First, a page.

French Foreign Affairs Minister Jean-Yves Le Drian was in Libya on Monday as part of an effort to bolster a peace deal between rival faction leaders signed in Paris in July.
"This is a signal of the commitment of France, of President [Emmanuel] Macron's wish, to contribute to resolving this crisis," Le Drian told reporters in Tripoli.
Libya has been plunged into chaos by fighting between rival militias since the overthrow of Moamer Kadhafi in 2011.
Le Drian said Monday's visit was a follow-up to the 25 July accord signed in Paris by the head of the UN-backed Government of National Accord, Fayez al-Sarraj, and military strongman Khalifa Haftar.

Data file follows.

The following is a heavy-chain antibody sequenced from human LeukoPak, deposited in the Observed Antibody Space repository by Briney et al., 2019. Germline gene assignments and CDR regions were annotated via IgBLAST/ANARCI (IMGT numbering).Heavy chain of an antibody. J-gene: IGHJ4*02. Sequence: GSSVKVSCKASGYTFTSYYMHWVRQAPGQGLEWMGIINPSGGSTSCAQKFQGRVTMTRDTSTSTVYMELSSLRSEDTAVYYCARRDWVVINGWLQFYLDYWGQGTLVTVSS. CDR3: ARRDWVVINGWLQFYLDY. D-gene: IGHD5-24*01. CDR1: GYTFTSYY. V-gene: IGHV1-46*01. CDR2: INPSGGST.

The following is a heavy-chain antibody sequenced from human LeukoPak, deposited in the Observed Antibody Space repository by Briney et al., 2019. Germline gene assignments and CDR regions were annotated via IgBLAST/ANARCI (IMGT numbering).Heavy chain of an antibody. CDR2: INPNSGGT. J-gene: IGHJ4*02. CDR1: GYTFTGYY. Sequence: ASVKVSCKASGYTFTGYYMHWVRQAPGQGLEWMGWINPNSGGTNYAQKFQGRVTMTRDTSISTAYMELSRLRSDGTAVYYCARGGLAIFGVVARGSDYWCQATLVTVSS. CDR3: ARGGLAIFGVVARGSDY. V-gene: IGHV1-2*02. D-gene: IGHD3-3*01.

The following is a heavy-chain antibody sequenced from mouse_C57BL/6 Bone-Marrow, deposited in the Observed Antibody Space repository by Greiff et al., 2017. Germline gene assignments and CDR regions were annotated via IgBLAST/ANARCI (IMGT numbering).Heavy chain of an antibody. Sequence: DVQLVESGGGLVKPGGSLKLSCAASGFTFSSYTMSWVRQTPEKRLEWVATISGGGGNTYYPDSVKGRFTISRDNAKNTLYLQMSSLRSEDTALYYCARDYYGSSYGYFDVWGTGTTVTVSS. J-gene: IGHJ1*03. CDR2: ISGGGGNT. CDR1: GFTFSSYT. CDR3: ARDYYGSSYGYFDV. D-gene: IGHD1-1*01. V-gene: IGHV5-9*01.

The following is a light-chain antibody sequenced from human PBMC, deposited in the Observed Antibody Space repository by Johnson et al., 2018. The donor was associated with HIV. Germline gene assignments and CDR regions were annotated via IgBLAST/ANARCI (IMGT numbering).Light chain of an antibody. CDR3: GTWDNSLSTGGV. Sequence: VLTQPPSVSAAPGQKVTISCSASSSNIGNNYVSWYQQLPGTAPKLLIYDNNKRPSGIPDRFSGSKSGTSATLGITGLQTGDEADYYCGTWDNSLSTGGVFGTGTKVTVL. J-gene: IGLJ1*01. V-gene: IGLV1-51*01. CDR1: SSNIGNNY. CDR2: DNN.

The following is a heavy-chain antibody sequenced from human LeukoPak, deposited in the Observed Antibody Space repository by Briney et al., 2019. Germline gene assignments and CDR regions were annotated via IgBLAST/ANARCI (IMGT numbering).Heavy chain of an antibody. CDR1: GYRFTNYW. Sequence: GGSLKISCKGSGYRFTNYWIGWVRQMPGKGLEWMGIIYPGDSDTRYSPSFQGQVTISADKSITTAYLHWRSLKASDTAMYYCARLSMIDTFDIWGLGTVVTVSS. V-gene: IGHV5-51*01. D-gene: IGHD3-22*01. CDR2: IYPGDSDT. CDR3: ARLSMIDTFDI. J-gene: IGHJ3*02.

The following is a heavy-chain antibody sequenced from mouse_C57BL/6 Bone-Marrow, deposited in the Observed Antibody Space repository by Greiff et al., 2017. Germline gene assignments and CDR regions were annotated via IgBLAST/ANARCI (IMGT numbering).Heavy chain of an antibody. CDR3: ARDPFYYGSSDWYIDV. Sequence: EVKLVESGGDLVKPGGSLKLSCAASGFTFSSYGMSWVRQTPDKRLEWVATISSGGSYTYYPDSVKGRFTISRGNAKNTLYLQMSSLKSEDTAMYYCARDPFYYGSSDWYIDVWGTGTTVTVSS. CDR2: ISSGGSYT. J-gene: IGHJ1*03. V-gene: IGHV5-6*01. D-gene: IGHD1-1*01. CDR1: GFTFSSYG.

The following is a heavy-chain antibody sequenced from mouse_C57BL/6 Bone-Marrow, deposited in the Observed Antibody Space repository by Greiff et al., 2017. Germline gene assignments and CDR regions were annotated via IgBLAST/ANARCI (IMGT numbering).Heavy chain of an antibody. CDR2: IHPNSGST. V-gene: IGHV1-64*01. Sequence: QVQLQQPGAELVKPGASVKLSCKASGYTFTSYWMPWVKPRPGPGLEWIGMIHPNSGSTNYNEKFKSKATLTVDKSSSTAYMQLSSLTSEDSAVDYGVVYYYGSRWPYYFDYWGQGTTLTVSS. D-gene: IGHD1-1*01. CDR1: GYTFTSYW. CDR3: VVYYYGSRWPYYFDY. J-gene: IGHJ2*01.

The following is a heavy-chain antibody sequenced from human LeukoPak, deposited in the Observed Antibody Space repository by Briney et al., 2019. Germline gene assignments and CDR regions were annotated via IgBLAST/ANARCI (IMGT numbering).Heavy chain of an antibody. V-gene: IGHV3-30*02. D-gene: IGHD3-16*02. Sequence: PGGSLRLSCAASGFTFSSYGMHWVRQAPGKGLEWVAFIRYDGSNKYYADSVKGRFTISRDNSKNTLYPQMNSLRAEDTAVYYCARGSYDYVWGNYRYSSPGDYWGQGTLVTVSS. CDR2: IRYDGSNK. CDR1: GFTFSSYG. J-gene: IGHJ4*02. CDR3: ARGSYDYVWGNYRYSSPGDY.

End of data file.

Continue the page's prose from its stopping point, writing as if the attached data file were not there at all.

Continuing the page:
"Our objective is the stabilisation of Libya in the interest of Libyans themselves but also in the interest of neighbouring countries, of which we form part in a way," he said at a joint news conference with Libyan counterpart Mohamed al-Taher Siala.
France's aim is "a unified Libya with functioning institutions" that would stave off "the terrorist threat" and clear the way for reconciliation, he added.
German Foreign Affairs Minister Sigmar Gabriel and Britain's Boris Johnson both visited Libya during the summer.
After his Tripoli visit, Le Drian was to go to Misrata and the eastern cities of Benghazi and Tobruk, as they did.